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Haining or Almond Castle

Just over 300 metres north of Muiravonside Church are the remains of Almond Castle. This was once the principal seat of the Barony of Manuel and, anciently, the castle and its immediate lands were known as Haining. William de Crawfurde de Manuel is on record in 1417. It remained with the Crawford family until the middle of the sixteenth century. William Crawford, the last of the male line, died in or around 1542. He was married to Margaret Livingston and he was survived by their two daughters, Agnes and Margaret. Agnes was married to Thomas Livingston, third son of Alexander, Lord Livingston of Callendar and, Margaret once she came of age, sold her half to Agnes in 1551. The estate was held by this branch of the Livingstons until the middle of the seventeenth century. Sir James Livingston, the younger son of Alexander, Lord of Callendar and Earl of Linlithgow acquired the lordship of the castle and lands sometime around 1640. He had been honoured with the title of Lord Almond by King Charles I in 1633 for his past services and, as was not uncommon, his title became attached to the property. A writ of 1694 has 'Hayning now called Almond'. After the forfeiture of the Livingstons of Callendar in 1716 the castle and lands were held by the York Buildings Company until they were purchased by William Forbes in 1783.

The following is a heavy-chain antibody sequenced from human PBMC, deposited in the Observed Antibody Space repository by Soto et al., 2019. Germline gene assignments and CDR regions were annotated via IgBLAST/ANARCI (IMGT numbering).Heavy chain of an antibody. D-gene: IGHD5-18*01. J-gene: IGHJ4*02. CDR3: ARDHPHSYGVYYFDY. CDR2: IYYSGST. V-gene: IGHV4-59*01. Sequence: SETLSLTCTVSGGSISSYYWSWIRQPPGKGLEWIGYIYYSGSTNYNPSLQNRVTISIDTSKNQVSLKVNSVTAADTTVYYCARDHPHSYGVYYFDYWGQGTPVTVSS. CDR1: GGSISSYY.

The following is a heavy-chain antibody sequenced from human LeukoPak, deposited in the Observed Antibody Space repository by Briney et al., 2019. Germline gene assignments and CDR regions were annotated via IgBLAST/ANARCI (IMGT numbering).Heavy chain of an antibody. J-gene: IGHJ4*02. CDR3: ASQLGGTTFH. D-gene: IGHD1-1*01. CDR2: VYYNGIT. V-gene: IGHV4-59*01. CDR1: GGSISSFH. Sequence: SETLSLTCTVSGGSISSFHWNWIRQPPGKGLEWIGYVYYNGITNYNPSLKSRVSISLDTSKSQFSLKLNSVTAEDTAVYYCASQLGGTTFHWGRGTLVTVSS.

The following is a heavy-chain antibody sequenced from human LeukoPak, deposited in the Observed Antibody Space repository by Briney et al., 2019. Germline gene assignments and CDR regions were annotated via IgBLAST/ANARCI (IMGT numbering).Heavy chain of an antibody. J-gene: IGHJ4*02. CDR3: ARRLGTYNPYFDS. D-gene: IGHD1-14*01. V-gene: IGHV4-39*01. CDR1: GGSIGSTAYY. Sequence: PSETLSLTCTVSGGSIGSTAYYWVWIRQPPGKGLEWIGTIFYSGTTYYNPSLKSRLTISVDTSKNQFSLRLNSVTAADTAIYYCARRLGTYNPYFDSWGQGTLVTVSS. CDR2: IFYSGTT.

The castle appears to have been first built as a tower-house in the fifteenth century by the Crawford family; the surviving part is that earliest structure. Major additions were made in the sixteenth century superficially transforming it into a mansion house. By the time it came into the hands of Forbes it was uninhabited and ruinous. In recent decades the ruin has survived within the work premises of Stein's of Manuel.  The recent closure of the works and the planned redevelopment of the area offers hope for repair and stabilisation of the castle in the future.

John Reid 2005

 

 
 
   
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